Attention-deficit hyperactivity disorder, commonly referred to as ADHD, begins in childhood. It's characterized by hyperactivity, inability to focus or concentrate on a particular task, and impulsiveness. Estimates are that three to five percent of the general population have ADHD. The disorder is not without controversy as some believe that it is over-diagnosed and even that it does not exist.
The symptoms of ADHD fall into two main categories: inattention and hyperactivity. To be diagnosed with ADHD, a child must exhibit multiple symptoms for at least three months. They must also demonstrate these symptoms in a wide variety of settings. For instance, a child who is hyperactive in the playground but not in school, would not be diagnosed with ADHD.
People who have ADHD are very easily distracted, especially if they are not interested in the subject matter. They often make careless mistakes in school or at work. They might neglect to pay attention to details. They will often start off strong on a task, but then fail to complete it. They have trouble following directions and often forget things, even if they know it is important that they remember. They are procrastinators. Adults might have trouble with housework or remembering to pay bills. They can have difficulty sleeping, as too many thoughts occupy their mind. They become frustrated easily, have emotional outbursts, and frequent mood swings.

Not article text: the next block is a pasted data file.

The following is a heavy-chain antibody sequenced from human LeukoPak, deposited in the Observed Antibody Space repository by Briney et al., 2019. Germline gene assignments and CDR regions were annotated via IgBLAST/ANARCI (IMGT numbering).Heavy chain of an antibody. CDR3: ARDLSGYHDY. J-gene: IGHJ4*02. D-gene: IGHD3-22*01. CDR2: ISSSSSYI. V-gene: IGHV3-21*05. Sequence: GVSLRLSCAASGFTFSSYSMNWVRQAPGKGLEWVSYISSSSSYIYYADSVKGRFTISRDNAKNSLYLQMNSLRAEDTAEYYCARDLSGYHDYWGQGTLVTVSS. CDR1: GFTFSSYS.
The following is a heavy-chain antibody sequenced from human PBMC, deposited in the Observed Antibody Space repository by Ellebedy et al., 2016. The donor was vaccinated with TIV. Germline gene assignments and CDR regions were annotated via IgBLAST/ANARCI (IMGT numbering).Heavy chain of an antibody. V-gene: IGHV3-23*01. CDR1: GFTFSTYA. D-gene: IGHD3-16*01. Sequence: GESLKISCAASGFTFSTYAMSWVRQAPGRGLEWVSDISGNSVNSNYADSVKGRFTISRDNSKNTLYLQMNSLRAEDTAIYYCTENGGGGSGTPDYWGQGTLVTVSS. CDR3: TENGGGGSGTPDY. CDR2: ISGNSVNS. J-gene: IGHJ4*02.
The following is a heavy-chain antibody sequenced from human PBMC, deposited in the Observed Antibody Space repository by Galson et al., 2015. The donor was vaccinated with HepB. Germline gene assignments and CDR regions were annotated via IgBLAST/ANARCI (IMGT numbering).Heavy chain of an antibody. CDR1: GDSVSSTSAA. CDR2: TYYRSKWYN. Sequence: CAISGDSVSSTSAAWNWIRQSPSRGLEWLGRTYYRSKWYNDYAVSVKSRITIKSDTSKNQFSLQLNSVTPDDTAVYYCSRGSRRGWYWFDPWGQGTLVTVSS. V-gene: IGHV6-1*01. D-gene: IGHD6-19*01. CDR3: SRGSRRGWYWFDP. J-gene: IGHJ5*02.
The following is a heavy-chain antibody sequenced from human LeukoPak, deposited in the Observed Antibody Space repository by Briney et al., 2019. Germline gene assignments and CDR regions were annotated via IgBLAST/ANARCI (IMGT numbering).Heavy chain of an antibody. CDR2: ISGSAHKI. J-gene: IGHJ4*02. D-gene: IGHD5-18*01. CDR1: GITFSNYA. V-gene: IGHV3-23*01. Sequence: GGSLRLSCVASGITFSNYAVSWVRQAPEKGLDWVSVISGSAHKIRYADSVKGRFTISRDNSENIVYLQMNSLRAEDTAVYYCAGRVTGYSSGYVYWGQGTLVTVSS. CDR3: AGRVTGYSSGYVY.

Those with ADHD also show hyperactive behaviour and can be very impulsive. They are always on the move. They will fidget in their seat and move their hands and feet. They do not do well when listening to others. They might interrupt a speaker or respond to a question before it has been fully asked. Children will often have trouble playing quietly. They might run or play when it is not allowed. They might not remain seated during class. Both adults and children might talk too much. They do not know how to determine when they should be quiet and when it is appropriate to talk. They have difficulty waiting in line and waiting for their turn. Adults might engage in impulsive behaviours such as spending too much money, promiscuity, or frequently changing jobs.
Attention Deficit Disorder, or ADD, is very similar to ADHD. Those diagnosed with ADD have problems with concentrating and focusing and can be impulsive. They do not display the hyperactive symptoms which separate them from those diagnosed with ADHD. Many adults diagnosed with ADHD as children will have ADD as adults. In fact, studies have shown that over 60% of children with ADHD will grow to be adults with ADHD or ADD.
This is part 1 of a 3 part series on ADHD.
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